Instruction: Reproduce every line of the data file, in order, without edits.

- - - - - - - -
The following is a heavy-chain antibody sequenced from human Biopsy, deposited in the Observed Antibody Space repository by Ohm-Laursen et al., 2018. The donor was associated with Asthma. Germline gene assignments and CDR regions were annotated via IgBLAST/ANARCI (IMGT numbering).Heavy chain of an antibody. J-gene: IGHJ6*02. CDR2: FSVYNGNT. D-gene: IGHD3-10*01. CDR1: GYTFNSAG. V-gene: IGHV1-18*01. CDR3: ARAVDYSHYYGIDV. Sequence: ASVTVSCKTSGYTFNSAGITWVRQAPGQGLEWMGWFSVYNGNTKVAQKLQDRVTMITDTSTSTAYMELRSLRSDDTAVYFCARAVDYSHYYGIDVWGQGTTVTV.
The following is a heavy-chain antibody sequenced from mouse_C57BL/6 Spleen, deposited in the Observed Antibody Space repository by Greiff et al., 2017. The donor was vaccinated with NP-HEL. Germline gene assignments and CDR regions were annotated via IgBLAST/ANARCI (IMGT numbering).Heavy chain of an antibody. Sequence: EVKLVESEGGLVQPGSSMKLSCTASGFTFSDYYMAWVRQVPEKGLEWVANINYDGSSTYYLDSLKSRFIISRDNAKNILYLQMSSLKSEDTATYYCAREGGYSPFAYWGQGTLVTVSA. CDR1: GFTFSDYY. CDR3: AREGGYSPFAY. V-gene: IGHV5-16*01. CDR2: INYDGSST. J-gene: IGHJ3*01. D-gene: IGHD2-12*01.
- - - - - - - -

The following is a heavy-chain antibody sequenced from human Biopsy, deposited in the Observed Antibody Space repository by Ohm-Laursen et al., 2018. The donor was associated with Asthma. Germline gene assignments and CDR regions were annotated via IgBLAST/ANARCI (IMGT numbering).Heavy chain of an antibody. J-gene: IGHJ6*02. CDR2: FSVYNGNT. D-gene: IGHD3-10*01. CDR1: GYTFNSAG. V-gene: IGHV1-18*01. CDR3: ARAVDYSHYYGIDV. Sequence: ASVTVSCKTSGYTFNSAGITWVRQAPGQGLEWMGWFSVYNGNTKVAQKLQDRVTMITDTSTSTAYMELRSLRSDDTAVYFCARAVDYSHYYGIDVWGQGTTVTV.
The following is a heavy-chain antibody sequenced from mouse_C57BL/6 Spleen, deposited in the Observed Antibody Space repository by Greiff et al., 2017. The donor was vaccinated with NP-HEL. Germline gene assignments and CDR regions were annotated via IgBLAST/ANARCI (IMGT numbering).Heavy chain of an antibody. Sequence: EVKLVESEGGLVQPGSSMKLSCTASGFTFSDYYMAWVRQVPEKGLEWVANINYDGSSTYYLDSLKSRFIISRDNAKNILYLQMSSLKSEDTATYYCAREGGYSPFAYWGQGTLVTVSA. CDR1: GFTFSDYY. CDR3: AREGGYSPFAY. V-gene: IGHV5-16*01. CDR2: INYDGSST. J-gene: IGHJ3*01. D-gene: IGHD2-12*01.